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Showing: 51-60 results of 449

THE MINISTRY OF INTERCESSION There is no holy service But hath its secret bliss: Yet, of all blessèd ministries, Is one so dear as this? The ministry that cannot be A wondering seraph’s dower, Enduing mortal weakness With more than angel-power; The ministry of purest love Uncrossed by any fear, That bids us meet     At the Master’s feet And keeps us very near. God’s ministers are... more...

CHAPTER I THE CALL OF BOYHOOD The Christian apologetic for today depends less upon the arguments of speculative theology and the findings of biblical science than upon sociological considerations. The church is dealing with a pragmatic public which insists upon knowing what this or that institution accomplishes for the common good. The deep and growing interest in social science, the crying needs that it lays bare, together with socialistic... more...

The Mind of Jesus! What a study is this! To attain a dim reflection of it, is the ambition of angels—higher they can not soar. “To be conformed to the image of His Son!”—it is the end of God in the predestination of His Church from all eternity. “We shall be like Him!”—it is the Bible picture of heaven! In a former little volume, we pondered some of the gracious Words which proceeded out of the mouth of... more...

CHAPTER I. SALAAM. The Western student is apt to be somewhat confused in his ideas regarding the Yogis and their philosophy and practice. Travelers to India have written great tales about the hordes of fakirs, mendicants and mountebanks who infest the great roads of India and the streets of its cities, and who impudently claim the title "Yogi." The Western student is scarcely to be blamed for thinking of the typical Yogi as an emaciated,... more...

THE FACT Something has happened to Christmas, or to our hearts; or to both. In order to be convinced of this it is only necessary to compare the present with the past. In the old days of not so long ago the festival began to excite us in November. For weeks the house rustled with charming and thrilling secrets, and with the furtive noises of paper parcels being wrapped and unwrapped; the house was a whispering gallery. The tension of... more...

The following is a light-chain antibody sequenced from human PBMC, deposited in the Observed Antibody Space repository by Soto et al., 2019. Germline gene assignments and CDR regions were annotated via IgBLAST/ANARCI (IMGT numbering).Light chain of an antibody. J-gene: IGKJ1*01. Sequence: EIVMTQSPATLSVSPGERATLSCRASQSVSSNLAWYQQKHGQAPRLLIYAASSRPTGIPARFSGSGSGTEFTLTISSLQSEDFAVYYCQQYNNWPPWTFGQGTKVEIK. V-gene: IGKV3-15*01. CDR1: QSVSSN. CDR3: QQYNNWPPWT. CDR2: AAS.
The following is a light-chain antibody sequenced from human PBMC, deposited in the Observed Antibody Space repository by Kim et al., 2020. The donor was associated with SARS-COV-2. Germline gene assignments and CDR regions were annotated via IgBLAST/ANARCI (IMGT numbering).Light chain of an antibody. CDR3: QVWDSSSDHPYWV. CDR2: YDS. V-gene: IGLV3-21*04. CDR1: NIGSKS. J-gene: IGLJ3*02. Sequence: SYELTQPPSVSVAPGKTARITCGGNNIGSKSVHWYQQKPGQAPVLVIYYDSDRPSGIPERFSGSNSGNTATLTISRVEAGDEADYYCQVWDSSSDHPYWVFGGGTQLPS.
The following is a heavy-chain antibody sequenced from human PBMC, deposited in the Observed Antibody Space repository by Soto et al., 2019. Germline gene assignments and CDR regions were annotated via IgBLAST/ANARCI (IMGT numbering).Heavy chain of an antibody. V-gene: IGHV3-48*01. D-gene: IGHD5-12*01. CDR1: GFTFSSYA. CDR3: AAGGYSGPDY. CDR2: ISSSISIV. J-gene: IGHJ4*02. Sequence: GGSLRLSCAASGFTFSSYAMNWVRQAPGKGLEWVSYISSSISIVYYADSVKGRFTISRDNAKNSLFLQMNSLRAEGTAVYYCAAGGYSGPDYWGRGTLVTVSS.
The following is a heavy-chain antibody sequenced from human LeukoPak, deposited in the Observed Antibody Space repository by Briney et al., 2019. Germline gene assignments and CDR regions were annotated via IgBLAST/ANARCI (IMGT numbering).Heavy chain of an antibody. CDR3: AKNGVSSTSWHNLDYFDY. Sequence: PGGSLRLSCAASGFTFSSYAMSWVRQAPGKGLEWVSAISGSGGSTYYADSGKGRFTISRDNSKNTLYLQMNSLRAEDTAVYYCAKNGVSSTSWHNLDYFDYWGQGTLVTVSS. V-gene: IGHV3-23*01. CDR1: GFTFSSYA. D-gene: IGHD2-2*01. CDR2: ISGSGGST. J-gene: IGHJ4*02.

RELIGION, says Noah Webster in his American Dictionary of the English Language, is derived from "Religo, to bind anew;" and, in this History of a False Religion, our author has shown how easily its votaries were insnared, deceived, and mentally bound in a labyrinth of falsehood and error, by a designing knave, who established a new religion and a new order of priesthood by imposing on their ignorance and credulity. The history of the origin of... more...

THE FAITHFUL STEWARD. PART I. "GOD IS LOVE." Perfectly blessed in Himself, he desired that other intelligences should participate in his own holy felicity. This was his primary motive in creating moral beings. They were made in his own image—framed to resemble him in their intellectual and moral capacities, and to imitate him in the spirit of their deportment. Whatever good they enjoyed, like him, they were to desire that others might... more...

XIII. JULIANA OF NORWICH. "One of the most remarkable books of the middle ages," writes Father Dalgairns, [1] "is the hitherto almost unknown work, titled, Sixteen Revelations of Divine Love made to a Devout Servant of God, called Mother Juliana, an Anchoress of Norwich" How "one of the most remarkable books" should be "hitherto almost unknown," may be explained partly by the fact to which the same writer draws attention, namely, that Mother... more...

INTRODUCTION. It is necessary to enter into some explanation as regards the contents of this work. It does not fall in with its plan to enter into an account either of the life of Muhammad or of the wide and rapid spread of the system founded by him. The first has been done by able writers in England, France and Germany. I could add nothing new to this portion of the subject, nor throw new light upon it. The political growth of Muslim nations... more...

ON THE EXCAVATIONS OF THE ROMAN BATHS AT BATH. Re-printed from the Transactions of the Bristol and Gloucestershire Archæological Society. Vol. VIII., part I. Leland, on his visit to Bath in the year 1530, with tolerable fulness describes the baths, and after completing his description of the King's Bath goes on to say "Ther goith a sluse out of this Bath and servid in Tymes past with Water derivid out of it 2 places in Bath... more...